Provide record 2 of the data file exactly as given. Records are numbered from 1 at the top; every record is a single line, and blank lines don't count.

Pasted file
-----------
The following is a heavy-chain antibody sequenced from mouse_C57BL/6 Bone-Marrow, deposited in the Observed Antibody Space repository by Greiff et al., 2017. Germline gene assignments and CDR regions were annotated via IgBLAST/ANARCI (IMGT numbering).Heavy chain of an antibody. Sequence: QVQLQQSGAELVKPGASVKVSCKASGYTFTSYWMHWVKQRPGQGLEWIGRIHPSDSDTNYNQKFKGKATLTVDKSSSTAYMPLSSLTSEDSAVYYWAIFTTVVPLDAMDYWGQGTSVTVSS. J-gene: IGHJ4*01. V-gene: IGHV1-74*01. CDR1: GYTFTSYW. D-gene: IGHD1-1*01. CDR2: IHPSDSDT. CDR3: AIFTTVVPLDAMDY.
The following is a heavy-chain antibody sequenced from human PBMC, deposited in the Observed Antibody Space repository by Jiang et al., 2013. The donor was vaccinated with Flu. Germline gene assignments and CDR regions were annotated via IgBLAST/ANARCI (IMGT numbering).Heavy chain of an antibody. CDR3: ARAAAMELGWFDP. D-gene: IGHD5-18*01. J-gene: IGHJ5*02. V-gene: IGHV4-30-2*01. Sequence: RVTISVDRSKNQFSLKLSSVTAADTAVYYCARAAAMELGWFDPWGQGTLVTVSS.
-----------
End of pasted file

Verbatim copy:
The following is a heavy-chain antibody sequenced from human PBMC, deposited in the Observed Antibody Space repository by Jiang et al., 2013. The donor was vaccinated with Flu. Germline gene assignments and CDR regions were annotated via IgBLAST/ANARCI (IMGT numbering).Heavy chain of an antibody. CDR3: ARAAAMELGWFDP. D-gene: IGHD5-18*01. J-gene: IGHJ5*02. V-gene: IGHV4-30-2*01. Sequence: RVTISVDRSKNQFSLKLSSVTAADTAVYYCARAAAMELGWFDPWGQGTLVTVSS.